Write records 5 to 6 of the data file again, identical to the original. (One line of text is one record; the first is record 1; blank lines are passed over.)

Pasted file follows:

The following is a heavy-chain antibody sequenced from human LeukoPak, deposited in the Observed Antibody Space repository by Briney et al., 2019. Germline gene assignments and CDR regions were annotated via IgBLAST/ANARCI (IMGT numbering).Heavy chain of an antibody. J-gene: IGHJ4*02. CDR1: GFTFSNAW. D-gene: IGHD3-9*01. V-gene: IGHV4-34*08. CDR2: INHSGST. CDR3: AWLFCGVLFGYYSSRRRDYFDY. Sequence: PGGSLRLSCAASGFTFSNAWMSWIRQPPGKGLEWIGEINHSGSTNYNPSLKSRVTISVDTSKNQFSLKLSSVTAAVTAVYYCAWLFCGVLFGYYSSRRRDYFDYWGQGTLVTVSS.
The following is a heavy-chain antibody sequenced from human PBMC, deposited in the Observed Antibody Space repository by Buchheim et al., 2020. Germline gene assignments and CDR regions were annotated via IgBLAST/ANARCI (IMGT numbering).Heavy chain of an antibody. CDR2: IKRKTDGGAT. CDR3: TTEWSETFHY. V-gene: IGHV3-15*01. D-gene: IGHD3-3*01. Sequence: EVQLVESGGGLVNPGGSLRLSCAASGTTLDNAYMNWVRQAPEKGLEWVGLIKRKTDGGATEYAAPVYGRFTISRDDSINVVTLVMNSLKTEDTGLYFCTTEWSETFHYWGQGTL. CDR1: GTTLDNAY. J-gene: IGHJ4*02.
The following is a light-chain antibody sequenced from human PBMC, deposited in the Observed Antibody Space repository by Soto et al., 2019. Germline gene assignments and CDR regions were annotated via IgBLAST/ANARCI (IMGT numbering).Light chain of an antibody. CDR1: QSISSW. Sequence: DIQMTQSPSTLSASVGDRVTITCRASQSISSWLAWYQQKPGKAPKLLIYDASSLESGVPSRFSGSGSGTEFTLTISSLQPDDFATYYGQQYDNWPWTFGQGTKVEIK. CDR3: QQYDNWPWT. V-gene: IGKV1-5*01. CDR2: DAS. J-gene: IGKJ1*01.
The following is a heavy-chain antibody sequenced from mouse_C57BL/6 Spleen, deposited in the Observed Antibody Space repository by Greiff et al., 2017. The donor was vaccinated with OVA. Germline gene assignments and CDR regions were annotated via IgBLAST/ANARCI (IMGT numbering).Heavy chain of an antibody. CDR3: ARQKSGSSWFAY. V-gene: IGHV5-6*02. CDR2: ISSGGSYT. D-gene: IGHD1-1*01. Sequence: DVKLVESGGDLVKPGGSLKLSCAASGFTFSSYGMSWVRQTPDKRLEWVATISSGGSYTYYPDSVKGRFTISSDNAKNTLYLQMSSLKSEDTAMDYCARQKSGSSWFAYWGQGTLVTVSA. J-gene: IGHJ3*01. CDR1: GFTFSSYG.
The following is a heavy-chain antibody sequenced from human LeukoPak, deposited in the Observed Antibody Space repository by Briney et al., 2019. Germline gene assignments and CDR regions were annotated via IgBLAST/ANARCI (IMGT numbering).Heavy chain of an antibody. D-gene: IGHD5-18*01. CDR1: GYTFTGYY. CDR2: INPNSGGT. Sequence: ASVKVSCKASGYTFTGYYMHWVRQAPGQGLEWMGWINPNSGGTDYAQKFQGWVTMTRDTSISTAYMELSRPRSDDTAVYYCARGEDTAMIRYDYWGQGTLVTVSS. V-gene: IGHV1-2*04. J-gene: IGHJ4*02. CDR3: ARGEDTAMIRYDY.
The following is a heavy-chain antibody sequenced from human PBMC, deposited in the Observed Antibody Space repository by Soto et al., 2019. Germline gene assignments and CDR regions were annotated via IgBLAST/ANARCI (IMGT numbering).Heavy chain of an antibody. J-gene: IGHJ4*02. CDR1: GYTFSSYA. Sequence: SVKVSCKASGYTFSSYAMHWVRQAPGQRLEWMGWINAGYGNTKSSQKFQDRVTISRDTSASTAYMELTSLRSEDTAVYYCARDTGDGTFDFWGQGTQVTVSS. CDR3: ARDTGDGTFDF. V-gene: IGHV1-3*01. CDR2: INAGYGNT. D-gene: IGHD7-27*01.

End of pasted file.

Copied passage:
The following is a heavy-chain antibody sequenced from human LeukoPak, deposited in the Observed Antibody Space repository by Briney et al., 2019. Germline gene assignments and CDR regions were annotated via IgBLAST/ANARCI (IMGT numbering).Heavy chain of an antibody. D-gene: IGHD5-18*01. CDR1: GYTFTGYY. CDR2: INPNSGGT. Sequence: ASVKVSCKASGYTFTGYYMHWVRQAPGQGLEWMGWINPNSGGTDYAQKFQGWVTMTRDTSISTAYMELSRPRSDDTAVYYCARGEDTAMIRYDYWGQGTLVTVSS. V-gene: IGHV1-2*04. J-gene: IGHJ4*02. CDR3: ARGEDTAMIRYDY.
The following is a heavy-chain antibody sequenced from human PBMC, deposited in the Observed Antibody Space repository by Soto et al., 2019. Germline gene assignments and CDR regions were annotated via IgBLAST/ANARCI (IMGT numbering).Heavy chain of an antibody. J-gene: IGHJ4*02. CDR1: GYTFSSYA. Sequence: SVKVSCKASGYTFSSYAMHWVRQAPGQRLEWMGWINAGYGNTKSSQKFQDRVTISRDTSASTAYMELTSLRSEDTAVYYCARDTGDGTFDFWGQGTQVTVSS. CDR3: ARDTGDGTFDF. V-gene: IGHV1-3*01. CDR2: INAGYGNT. D-gene: IGHD7-27*01.